Then, once were were already involved we were told that WMD were not the issue at all. Instead it was democracy for the Iraqis, which necessitated a prolonged occupation of that country. From there it morphed into the democratization of the entire middle-east.
Now, finally it is now a full-blown struggle of global proportions. We find ourselves now unwittingly cast in a multi-generational, global conflict against the scourge of "Islamo-fascism" which threatens to take us into
Soft on Theocracy
As I've alluded to above, the radical Islamic ideologies that drive Islamic terrorism and oppressive Islamic governments are best described as theocratic. However, defining the enemy around that terminology is problematic for President Bush and his evangelical base of supporters. The Christian Right movement has an inherent vulnerability on the issue of theocracy.
With their base of support eroding to a small group of hard-core "dead-enders", so to speak, neither the Bush administration nor the GOP can afford to alienate even the most radical factions of that group. If they were to frame their global war-making as an epic struggle against theocracy they risk not only a frontal counterattack from critics on the rank hypocrisy of it all , but it would be particularly awkward for those radical factions on the right who hold theocratic views themselves (the theocratic tendencies of this government and its supporters is well-documented and something that they've even celebrated publicly, but I'll deal with that later).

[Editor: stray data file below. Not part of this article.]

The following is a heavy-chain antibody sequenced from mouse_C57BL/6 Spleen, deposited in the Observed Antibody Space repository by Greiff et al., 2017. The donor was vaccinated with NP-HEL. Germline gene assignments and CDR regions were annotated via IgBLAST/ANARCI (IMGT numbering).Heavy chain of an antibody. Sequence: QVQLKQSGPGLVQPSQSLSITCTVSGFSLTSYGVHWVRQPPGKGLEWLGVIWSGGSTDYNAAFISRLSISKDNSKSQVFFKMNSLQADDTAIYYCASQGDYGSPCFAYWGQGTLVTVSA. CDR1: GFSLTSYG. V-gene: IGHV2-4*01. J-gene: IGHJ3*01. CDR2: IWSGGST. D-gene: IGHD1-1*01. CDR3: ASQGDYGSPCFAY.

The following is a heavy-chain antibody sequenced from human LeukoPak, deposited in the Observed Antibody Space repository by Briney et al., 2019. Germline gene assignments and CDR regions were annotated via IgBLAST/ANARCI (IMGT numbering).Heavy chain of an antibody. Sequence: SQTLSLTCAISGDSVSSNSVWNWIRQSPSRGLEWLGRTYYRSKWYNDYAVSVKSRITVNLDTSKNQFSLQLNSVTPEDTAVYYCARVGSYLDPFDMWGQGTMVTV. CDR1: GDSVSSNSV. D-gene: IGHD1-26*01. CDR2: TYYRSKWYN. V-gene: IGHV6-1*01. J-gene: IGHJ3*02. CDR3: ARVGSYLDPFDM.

For this reason, raging against the broad threat of theocracy can't be the centerpiece of the Bush team's pitch. It cuts too close to home and raises too many uncomfortable questions. Another term was needed in it's place, one that shields their most-favored theocrats from any potential political blowback. The word they chose for this purpose is "Islamo-fascism". In addition to serving all the purposes outlined above, this phrasing takes theocracy off the table and specifically excludes Christianity from it's scope, thereby placating the radical reconstructionists, dominionists and Christian Zionists who animate a significant portion of the evangelical right.
Fortunately for us in the reality-based community, this framing of the issue doesn't have to rule the day. Playing the fascism card, dropping the F-bomb, is a double-edged sword. It breaks the seal on the discussion of fascism and its characteristics in mainstream discourse and allows us to venture into previously forbidden but fertile ground.
Coming soon: Dropping the F-Bomb, Part III: "The Seal Has Been Broken"
See also: Dropping the F-Bomb, Part I